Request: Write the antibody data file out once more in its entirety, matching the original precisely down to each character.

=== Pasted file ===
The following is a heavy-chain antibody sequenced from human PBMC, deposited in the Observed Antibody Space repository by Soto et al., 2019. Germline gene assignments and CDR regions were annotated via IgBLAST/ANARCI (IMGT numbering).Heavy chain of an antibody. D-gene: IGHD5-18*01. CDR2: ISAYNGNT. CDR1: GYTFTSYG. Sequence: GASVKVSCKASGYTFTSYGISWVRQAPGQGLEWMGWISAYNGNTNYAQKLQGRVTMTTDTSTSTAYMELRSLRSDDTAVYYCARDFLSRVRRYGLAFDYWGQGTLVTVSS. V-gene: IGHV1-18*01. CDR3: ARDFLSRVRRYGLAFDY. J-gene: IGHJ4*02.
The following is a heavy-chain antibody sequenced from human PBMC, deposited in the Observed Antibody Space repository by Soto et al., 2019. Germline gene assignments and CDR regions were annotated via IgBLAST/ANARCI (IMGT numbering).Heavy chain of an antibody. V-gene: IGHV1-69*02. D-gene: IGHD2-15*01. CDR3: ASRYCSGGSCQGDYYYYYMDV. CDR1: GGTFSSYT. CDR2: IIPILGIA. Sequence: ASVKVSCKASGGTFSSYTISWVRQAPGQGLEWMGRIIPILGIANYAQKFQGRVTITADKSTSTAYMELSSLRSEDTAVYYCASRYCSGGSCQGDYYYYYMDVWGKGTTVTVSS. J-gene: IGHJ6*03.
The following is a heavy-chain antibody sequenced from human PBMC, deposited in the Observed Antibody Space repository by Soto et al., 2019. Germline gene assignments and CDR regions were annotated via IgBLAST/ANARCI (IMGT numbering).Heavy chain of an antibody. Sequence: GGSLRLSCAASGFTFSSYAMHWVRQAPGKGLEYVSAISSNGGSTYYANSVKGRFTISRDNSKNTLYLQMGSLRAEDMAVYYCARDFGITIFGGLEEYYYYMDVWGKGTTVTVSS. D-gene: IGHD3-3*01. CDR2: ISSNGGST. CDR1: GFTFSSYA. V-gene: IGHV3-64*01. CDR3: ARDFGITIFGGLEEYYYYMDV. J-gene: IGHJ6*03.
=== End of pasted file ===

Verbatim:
The following is a heavy-chain antibody sequenced from human PBMC, deposited in the Observed Antibody Space repository by Soto et al., 2019. Germline gene assignments and CDR regions were annotated via IgBLAST/ANARCI (IMGT numbering).Heavy chain of an antibody. D-gene: IGHD5-18*01. CDR2: ISAYNGNT. CDR1: GYTFTSYG. Sequence: GASVKVSCKASGYTFTSYGISWVRQAPGQGLEWMGWISAYNGNTNYAQKLQGRVTMTTDTSTSTAYMELRSLRSDDTAVYYCARDFLSRVRRYGLAFDYWGQGTLVTVSS. V-gene: IGHV1-18*01. CDR3: ARDFLSRVRRYGLAFDY. J-gene: IGHJ4*02.
The following is a heavy-chain antibody sequenced from human PBMC, deposited in the Observed Antibody Space repository by Soto et al., 2019. Germline gene assignments and CDR regions were annotated via IgBLAST/ANARCI (IMGT numbering).Heavy chain of an antibody. V-gene: IGHV1-69*02. D-gene: IGHD2-15*01. CDR3: ASRYCSGGSCQGDYYYYYMDV. CDR1: GGTFSSYT. CDR2: IIPILGIA. Sequence: ASVKVSCKASGGTFSSYTISWVRQAPGQGLEWMGRIIPILGIANYAQKFQGRVTITADKSTSTAYMELSSLRSEDTAVYYCASRYCSGGSCQGDYYYYYMDVWGKGTTVTVSS. J-gene: IGHJ6*03.
The following is a heavy-chain antibody sequenced from human PBMC, deposited in the Observed Antibody Space repository by Soto et al., 2019. Germline gene assignments and CDR regions were annotated via IgBLAST/ANARCI (IMGT numbering).Heavy chain of an antibody. Sequence: GGSLRLSCAASGFTFSSYAMHWVRQAPGKGLEYVSAISSNGGSTYYANSVKGRFTISRDNSKNTLYLQMGSLRAEDMAVYYCARDFGITIFGGLEEYYYYMDVWGKGTTVTVSS. D-gene: IGHD3-3*01. CDR2: ISSNGGST. CDR1: GFTFSSYA. V-gene: IGHV3-64*01. CDR3: ARDFGITIFGGLEEYYYYMDV. J-gene: IGHJ6*03.